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Keeping Juvenile Cases in the Juvenile Court System

By Randall & Stump excels in criminal defense, serving clients in Charlotte, NC & other surrounding cities.
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Category Blog, Criminal Defense
Monday, December 10, 2018

juvenile court system

In North Carolina, any adolescent who is 15 years or younger and is accused of committing a crime will go through the juvenile justice system. Juveniles can face accusations of committing crimes that would be offenses for adults. For example, theft offenses, assault and battery, and sex crimes are illegal no matter a person’s age. However, teenagers may also enter the juvenile system for conduct that is illegal because of their age. For instance, it is illegal for adolescents under the age of 21 years to possess or drink alcohol, or for teenagers to be truant from school.

If your child has gotten into trouble with the law, the last thing you want is for their case to be moved out of the juvenile system and into the adult courts. While in the juvenile system, the court focuses on rehabilitation and the use of community services. In the adult system, the focus is on punishment. Your child could face a serious term of incarceration if their case moves to adult court.

To help your son or daughter, contact a Charlotte juvenile defense lawyer at Randall & Stump, Criminal Defense Attorneys at (980) 237-4579, or reach out online to schedule a free and confidential case consultation.

When Juvenile Cases Can Be Transferred to the Adult Court

Under current North Carolina law, adolescents who are at least 13-years-old and are accused of committing a serious felony could be transferred to the adult court system.

If a court finds that there is probable cause your child committed a class A felony, North Carolina law requires the court to transfer the case to an adult court. For any other level of felony, the court has discretion in whether to transfer the case.

As a parent, you want to make sure this does not happen. The best way to keep your child’s case in the juvenile court system is to hire a Charlotte juvenile defense lawyer. Remember, your child always has the right to an attorney.

Fighting Against a Juvenile Case Transfer

Once you know your child has been entered into the juvenile system, whether they are detained or released into your custody, you need to call a defense attorney who is highly experienced in Charlotte’s juvenile system. This is particularly important if your child is accused of a serious felony offense.

To begin, a defense attorney will seek to negotiate with the prosecutor to charge your teen with a class B or lower felony, whenever possible. If your child is not charged with a class A felony, then you do not have to fear mandatory transfer.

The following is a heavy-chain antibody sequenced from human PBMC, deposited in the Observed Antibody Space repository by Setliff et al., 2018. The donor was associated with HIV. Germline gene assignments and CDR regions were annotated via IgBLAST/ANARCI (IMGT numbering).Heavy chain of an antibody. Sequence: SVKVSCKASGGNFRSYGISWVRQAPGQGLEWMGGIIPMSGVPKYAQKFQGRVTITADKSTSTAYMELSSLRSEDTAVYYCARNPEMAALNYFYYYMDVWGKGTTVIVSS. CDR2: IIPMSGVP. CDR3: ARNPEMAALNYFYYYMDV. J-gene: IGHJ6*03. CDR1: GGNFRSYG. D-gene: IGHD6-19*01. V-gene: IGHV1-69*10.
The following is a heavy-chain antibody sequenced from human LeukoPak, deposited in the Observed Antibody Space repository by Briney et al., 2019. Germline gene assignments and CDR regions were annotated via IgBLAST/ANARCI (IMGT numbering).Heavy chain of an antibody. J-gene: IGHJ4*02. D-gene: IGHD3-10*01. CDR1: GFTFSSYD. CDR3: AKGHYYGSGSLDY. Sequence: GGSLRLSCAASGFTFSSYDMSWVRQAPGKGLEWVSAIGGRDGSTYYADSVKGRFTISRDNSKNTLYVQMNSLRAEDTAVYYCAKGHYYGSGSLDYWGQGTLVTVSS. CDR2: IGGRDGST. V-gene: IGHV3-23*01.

However, even with a lower felony charge, your child’s attorney may need to fight hard against a transfer by seeking to convince the judge that it is most appropriate for your child’s case to remain in the juvenile system.

During a transfer hearing, the judge may review:

  • Your child’s age
  • Your child’s level of maturity
  • Your child’s intellectual capabilities
  • Your child’s previous juvenile record, if there is one
  • Any previous attempts to rehabilitate your child
  • Any facilities or programs available to the juvenile court, which your child may benefit from
  • Whether the alleged crime was committed in a violent, aggressive, premeditated, or willful way
  • The seriousness of the alleged crime and whether public safety would be better serviced by the juvenile being prosecuted as an adult

Your child’s Charlotte juvenile defense lawyer will utilize these factors to show a transfer to an adult would be inappropriate and not within the best interests of justice or public safety.

North Carolina Raised the Age for Juvenile Offenders Starting December 2019

Prior to 2017, 16 and 17-year-olds were legally considered adults in North Carolina’s court system. A 16-year-old boy or girl who was arrested for a crime would be booked into an adult jail and face adult criminal charges.

In June 2017, North Carolina’s General Assembly changed the law. Through the Juvenile Justice Reinvestment Act, the age for criminal responsibility in adult court was raised to 18 years. Beginning on December 1, 2019, juvenile courts will have jurisdiction over delinquency cases of 16 and 17-year-olds who commit misdemeanors and non-violent felonies. If someone of this age commits a violent felony or motor vehicle offense, however, then their case will remain in adult court.

Call a Charlotte Juvenile Defense Lawyer Today

If your teenager was arrested and entered into the juvenile justice system, call Randall & Stump, Criminal Defense Attorneys as soon as possible. We understand that teens make mistakes – even serious ones. We do not believe a lack of experience and judgement should ruin their futures, which is why we will dedicate ourselves to your child’s case and do everything in our power to obtain the best possible outcome.

Contact us through our online contact form or call (980) 237-4579 to schedule a free consultation.